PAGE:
The next day Fleygur was offered the opportunity of some downtime, as I rode Svipur in the lessons, but instead he choose to protest being left in the paddock on his and and charged around the place shouting and working up a bit of a sweat even though Svipur and I were in plain view all the time. I was pleased with Svipur’s performance and received positive feedback on my riding and our progress since the last clinic last year.
It was a tough decision to attend this clinic on my own but I am glad I did. I was surrounded by people who knew Roger and we talked about him often over the weekend. It was a supportive place to be and kept me connected with the community of Icelandic horse owners in the UK where Roger and I made many new and good friends.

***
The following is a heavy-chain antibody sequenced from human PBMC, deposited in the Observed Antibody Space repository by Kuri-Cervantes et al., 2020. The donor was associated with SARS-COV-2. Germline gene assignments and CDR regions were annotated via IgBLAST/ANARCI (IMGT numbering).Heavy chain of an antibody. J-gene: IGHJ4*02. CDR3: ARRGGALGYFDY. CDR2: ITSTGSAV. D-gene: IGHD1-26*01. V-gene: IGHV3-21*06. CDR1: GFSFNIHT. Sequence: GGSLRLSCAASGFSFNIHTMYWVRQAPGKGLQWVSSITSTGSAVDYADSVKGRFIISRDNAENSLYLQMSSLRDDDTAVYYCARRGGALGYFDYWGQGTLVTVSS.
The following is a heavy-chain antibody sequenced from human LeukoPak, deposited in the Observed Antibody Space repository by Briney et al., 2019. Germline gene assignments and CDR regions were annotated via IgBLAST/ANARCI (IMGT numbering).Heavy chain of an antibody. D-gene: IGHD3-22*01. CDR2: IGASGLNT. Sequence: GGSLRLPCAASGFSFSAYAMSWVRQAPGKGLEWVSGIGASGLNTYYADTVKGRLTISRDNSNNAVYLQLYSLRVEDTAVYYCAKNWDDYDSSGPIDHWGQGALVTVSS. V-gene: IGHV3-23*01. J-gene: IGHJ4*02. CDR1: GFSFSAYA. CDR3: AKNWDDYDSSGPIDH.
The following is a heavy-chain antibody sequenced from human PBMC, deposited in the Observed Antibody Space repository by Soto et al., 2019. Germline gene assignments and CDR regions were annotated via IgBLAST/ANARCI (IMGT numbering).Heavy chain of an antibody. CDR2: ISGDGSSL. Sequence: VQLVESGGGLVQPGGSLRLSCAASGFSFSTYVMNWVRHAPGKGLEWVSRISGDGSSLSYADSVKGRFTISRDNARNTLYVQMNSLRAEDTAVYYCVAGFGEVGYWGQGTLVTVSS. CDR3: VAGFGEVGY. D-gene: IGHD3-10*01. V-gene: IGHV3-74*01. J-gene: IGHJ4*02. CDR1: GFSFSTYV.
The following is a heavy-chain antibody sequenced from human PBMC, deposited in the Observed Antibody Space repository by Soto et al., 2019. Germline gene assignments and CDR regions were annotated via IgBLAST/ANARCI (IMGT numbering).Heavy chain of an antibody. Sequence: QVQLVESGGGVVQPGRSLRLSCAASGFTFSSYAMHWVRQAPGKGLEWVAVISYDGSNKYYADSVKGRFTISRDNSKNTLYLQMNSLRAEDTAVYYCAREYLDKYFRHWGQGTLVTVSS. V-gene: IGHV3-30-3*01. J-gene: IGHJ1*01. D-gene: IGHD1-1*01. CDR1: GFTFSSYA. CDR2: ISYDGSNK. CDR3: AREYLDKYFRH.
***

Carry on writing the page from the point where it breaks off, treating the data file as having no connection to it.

Today we celebrate Roger’s life and bid him farewell and the horses will be part of this too. In writing this blog I have asked for nothing in return I just wanted to share our passion and experiences with our horses that others may enjoy and learn from them with us. In response to Roger’s untimely and sudden death I have received many messages from around the world and know that our stories, Roger’s, mine and the horses have reached many people, and some have asked if there is anything they can do.
Roger was a passionate and caring man and he cared deeply for those suffering as a result of conflict in the world, where ever they were. After he died I found an unposted cheque in his bag made out to the British Red Cross in response to their Syria Crisis appeal. Roger was very fussy about who he gave money to and careful with our money so I know this cheque was not written lightly. I have therefore have set up an page with the British Red Cross and if anyone wishes to make a donation in memory of Roger they can do so here http://www.redcross.org.uk/rogerbax